The Loma Verde Loop is relatively unused, so you can expect to encounter a few other visitors during your trek. There are many junctions along the way leading to other areas of Saguaro National Park, but they are all well-signposted.
1.5. King Canyon Trail
The quiet and serene King Canyon path is frequently overshadowed by all the other appealing treks in the Sabino Canyon Recreation Area. That’s a great shame because King Canyon provides isolation, something the well-traveled Sabino Canyon paths do not.
The amazing Sonoran Desert vegetation and animals may be seen along this 7.8-mile loop, which is also known as the Wasson Peak Trail. Additionally, you can avoid navigating through crowds to get to Wasson Peak (4,687 feet), the highest peak in the Tucson Mountain District.
It usually takes 4 hours to accomplish this course, which is regarded as being somewhat difficult. Take in the beauty of Tucson and Southern Arizona as you zigzag your way up some magnificent slopes on the route!
1.6. Honeybee Canyon North Trail
With only a 30-minute drive from Tucson’s city center, Honeybee Canyon Park is the ideal location for a fast outing in the great outdoors. The Honeybee Canyon Trail is a pleasant, mostly flat trail with few elevation fluctuations. You’ll just have to arrange your trip around the scorching Arizona heat since the trail offers minimal cover because the park is dog-friendly and open all year.
There are only a few mildly tough and rocky areas on this family- and beginner-friendly hike, but nothing that can’t be managed with the right hiking boots on. Step back in time and examine the prehistoric petroglyphs and other historical sites while keeping an eye out for occasional glimpses of the Pusch Ridge Mountains.
1.7. Mica View Loop, Saguaro National Park
Another trek suitable for families is the Mica View Loop in Saguaro National Park. This hike may be located in the park’s eastern region, which is characterized by a peculiar and beautiful “cactus forest.” You may see the Santa Catalina and Rincon Mountains, which rise in the distance, by looking up throughout the entire walk.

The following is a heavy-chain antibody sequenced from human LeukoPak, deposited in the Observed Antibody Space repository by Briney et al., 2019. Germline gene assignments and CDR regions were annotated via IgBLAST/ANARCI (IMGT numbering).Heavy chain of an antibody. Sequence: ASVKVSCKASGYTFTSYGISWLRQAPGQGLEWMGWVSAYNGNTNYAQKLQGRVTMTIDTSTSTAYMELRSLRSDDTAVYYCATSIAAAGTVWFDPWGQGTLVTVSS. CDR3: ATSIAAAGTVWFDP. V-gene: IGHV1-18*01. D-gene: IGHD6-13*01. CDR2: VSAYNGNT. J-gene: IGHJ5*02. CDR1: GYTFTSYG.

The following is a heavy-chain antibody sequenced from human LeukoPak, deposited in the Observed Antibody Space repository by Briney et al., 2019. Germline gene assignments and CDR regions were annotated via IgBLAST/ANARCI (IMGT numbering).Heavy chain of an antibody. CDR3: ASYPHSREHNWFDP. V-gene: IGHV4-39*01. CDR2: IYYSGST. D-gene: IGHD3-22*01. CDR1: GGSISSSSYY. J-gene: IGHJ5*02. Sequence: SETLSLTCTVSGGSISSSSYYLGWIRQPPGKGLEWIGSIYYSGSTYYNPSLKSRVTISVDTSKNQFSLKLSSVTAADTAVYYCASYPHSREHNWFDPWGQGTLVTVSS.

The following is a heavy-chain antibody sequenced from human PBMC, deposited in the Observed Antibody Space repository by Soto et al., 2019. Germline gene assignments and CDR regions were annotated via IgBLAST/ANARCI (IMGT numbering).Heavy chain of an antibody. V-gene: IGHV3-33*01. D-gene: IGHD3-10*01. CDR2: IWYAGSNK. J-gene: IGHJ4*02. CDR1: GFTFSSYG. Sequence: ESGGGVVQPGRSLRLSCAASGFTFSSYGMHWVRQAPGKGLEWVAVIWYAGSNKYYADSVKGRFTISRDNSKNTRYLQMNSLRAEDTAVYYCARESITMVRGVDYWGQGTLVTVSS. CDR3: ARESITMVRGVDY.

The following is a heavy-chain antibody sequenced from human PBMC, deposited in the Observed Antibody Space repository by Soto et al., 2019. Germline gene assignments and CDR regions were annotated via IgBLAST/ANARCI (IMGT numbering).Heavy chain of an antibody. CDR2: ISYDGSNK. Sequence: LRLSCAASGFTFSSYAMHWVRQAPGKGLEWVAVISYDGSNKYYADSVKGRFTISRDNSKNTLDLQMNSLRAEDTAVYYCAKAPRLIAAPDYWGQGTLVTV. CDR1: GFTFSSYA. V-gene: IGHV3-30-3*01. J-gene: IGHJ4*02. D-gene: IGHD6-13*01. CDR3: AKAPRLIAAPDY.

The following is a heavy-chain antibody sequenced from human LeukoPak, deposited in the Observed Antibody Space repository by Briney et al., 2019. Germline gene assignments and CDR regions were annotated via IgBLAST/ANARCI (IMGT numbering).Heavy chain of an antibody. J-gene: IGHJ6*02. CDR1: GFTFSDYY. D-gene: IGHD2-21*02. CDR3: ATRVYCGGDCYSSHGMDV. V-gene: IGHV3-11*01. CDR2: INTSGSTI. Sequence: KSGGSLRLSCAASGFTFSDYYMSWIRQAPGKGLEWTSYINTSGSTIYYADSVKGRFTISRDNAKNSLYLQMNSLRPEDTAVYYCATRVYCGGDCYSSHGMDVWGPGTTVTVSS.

The 3.7-mile length of this comparatively level circle can be reduced in half at the halfway point by taking the Cactus Forest Trail. Just keep an eye out for the signage designating the start of the Cactus Forest Trail as you proceed along the Cholla Trail.
1.8. Romero Canyon Trail To Romero Pools
A beautiful collection of falls and swimming pools can be found along the Romero Canyon Trail, which gets harder as it goes. Despite the short distance, you’ll face a strenuous elevation increase of more than 1,000 feet.
To get to the Romero Pools from the trailhead, you must travel about 3 miles through the Catalina Mountains. Keep a watch out for a variety of desert wildlife, including over 150 species of birds, which make Catalina State Park home due to the interesting biodiversity in this area of the park.
Also, be sure to bring your bathing suit so you can cool off in the Romero Pools. However, depending on the season, you might only find a tiny pool of water.
1.9. Tumamoc Hill Trail
Review Tumamoc Hill if you’re looking for a quick and secure hike inside the boundaries of Tucson. This beautiful Sonoran Desert preserve is a protected area run by the University of Arizona. This area of the Tucson Mountains has been used for scientific research by university students for more than a century.
The trail is lined with signs describing the many faunae that may be seen here. Every step of the way up, you’ll get to take in panoramic vistas of the city. Wheelchairs and strollers can be used on the entire trail because the walkway is wide and paved. But don’t be deceived by the trail’s short length. In just under 1.5 miles, you’ll still be climbing a quad-busting 700 feet!
1.10. Linda Vista Trail
A family-friendly trail that is just far enough from the city for enjoying some peace is the Linda Vista Loop. It is a lovely, relaxing tour for people of all ages and is rich in desert flora and picturesque landscapes.
Beginners and lone hikers should consider this trail because it is wide and well-marked. A straightforward 1.5-mile out-and-back stroll is the shortest hike. There are many minor trails that you may connect to create a loop back to the trailhead if you want to extend your journey.
1.11. Yetman Trail, Tucson Mountain Park
In Tucson Mountain Park, there is a moderate hike called the Yetman Trail that travels through various Sonoran Desert landscapes. The intriguing ruins of a stone home known as Bowen Ranch are one of the reasons the hike is well-liked by the locals. The trail is only five miles out and back if you turn around once you arrive at the property.
Despite its length, the Yetman Trail only has a total elevation increase of 500 to 700 feet. This is a nice alternative if you want a longer hike without the strenuous climb of the Sutherland Trail.
1.12. Tanque Verde Falls Trail